Syracuse University Magazine


Yüksel Sezgin

Understanding the Middle East

Yüksel Sezgin considers himself an “eternal student.” From his days as an inquisitive grade-schooler in the Aegean coastal city of Izmir, Turkey, to his time now as a Maxwell School political science professor and director of the Middle Eastern Studies Program, Sezgin has always plunged into learning, exploring, and immersing himself in the politics of the day. At a time when there wasn’t a single academic program in Turkey devoted to studying the Middle East, he enrolled as a graduate student at The Hebrew University of Jerusalem and honed his knowledge of the region, traveling extensively throughout Israel, the Palestinian territories, and other countries there. “I realized you learn a lot when you talk to people from different ethnic, racial, and cultural backgrounds,” says Sezgin, who joined the Maxwell faculty in 2013 following four years at John Jay College, City University of New York. “One thing I always tell my students is you have to go out and spend time with people. You have to shake hands, drink tea with them. The primary direct information you gather and the interactions you have are priceless.”

For Sezgin, this commitment to investigative fieldwork, combined with scholarly research and a working knowledge of five languages, lends authenticity to his expertise as a public scholar and comparative political scientist. His research lies at the intersection of human rights, religion, and legal systems—religio-legal pluralism—and he draws on a background that includes consulting work with the United Nations and USAID, and a stint as a freelance journalist. In 2013, he published the award-winning Human Rights under State-Enforced Religious Family Laws in Israel, Egypt, and India (Cambridge University Press), based on the exhaustive thesis research he did as a doctoral student at the University of Washington. He spent 27 months attending religion-based family law courts in those countries, interviewing more than 200 people from 20 different religious traditions, and combing through hundreds of court cases. “My primary concern was human rights, particularly the rights of women and how they are treated within these religious systems,” he says. “The women are fighting an important battle to define their religious traditions from within, and are playing an increasingly important role as religious authorities. And you see that—a revolution in the making.”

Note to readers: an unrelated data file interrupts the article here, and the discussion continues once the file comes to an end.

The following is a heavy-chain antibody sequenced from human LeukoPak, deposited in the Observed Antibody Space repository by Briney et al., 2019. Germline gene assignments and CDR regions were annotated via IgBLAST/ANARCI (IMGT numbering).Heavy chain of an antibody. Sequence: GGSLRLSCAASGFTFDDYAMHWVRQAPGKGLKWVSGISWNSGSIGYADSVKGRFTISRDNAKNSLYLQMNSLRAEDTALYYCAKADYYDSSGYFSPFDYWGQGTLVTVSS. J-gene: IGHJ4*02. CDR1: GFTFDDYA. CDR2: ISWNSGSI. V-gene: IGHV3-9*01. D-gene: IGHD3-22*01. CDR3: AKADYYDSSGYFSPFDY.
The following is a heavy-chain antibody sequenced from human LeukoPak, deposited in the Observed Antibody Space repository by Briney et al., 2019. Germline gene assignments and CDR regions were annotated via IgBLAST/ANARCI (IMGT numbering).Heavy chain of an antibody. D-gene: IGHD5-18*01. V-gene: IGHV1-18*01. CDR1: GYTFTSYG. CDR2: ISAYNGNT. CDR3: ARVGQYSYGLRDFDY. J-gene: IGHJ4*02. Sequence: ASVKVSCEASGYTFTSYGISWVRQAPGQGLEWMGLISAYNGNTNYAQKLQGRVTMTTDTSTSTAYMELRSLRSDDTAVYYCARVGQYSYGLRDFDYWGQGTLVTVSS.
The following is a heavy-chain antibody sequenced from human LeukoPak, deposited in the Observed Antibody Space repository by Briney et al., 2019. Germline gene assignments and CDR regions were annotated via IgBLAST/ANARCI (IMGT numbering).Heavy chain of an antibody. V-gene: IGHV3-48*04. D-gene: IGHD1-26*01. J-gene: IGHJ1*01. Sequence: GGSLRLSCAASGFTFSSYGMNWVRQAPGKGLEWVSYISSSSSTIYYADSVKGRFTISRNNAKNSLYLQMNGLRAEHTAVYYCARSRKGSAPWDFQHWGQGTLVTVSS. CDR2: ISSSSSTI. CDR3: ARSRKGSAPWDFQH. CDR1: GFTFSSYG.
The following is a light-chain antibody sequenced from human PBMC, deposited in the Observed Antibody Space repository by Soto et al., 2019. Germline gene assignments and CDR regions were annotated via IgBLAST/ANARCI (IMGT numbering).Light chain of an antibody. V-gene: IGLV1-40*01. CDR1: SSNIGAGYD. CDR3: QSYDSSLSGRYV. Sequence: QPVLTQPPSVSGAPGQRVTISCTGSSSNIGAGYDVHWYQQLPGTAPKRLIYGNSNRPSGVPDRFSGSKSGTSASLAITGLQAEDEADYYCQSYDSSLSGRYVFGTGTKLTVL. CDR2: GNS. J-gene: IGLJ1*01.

In his current research, Sezgin is examining how four countries—Israel, India, Greece, and Ghana—reconcile Sharia law with their democracies. “Religious laws are difficult to be enforced or imposed by any state, whether democratic or non-democratic,” he says. “Some have been more successful than others, but I wouldn’t say there is one perfect success story.”

Now in his second year of heading the Middle Eastern Studies Program, Sezgin wants to continue building on the interdisciplinary program’s existing strengths and resources and take it to the next level. In assessing the Middle East today, he notes the polarization, the depiction of violence and terrorism, and the “pollution of disinformation,” believing it’s important for scholars, politicians, journalists, and others to provide objective information. “We have to really tackle how we understand, how we study, how we learn about the Middle East,” he says.

Through it all, Sezgin emphasizes to his students the impact that politics has on the everyday lives of people and maintains a deep appreciation for those who share their lives with him in his research. “I want to see how things are being done in reality—what the policy implications of what I write and think will have on the ground,” he says. “Can I make life better for those people I study?”     —Jay Cox

Photo by Steve Sartori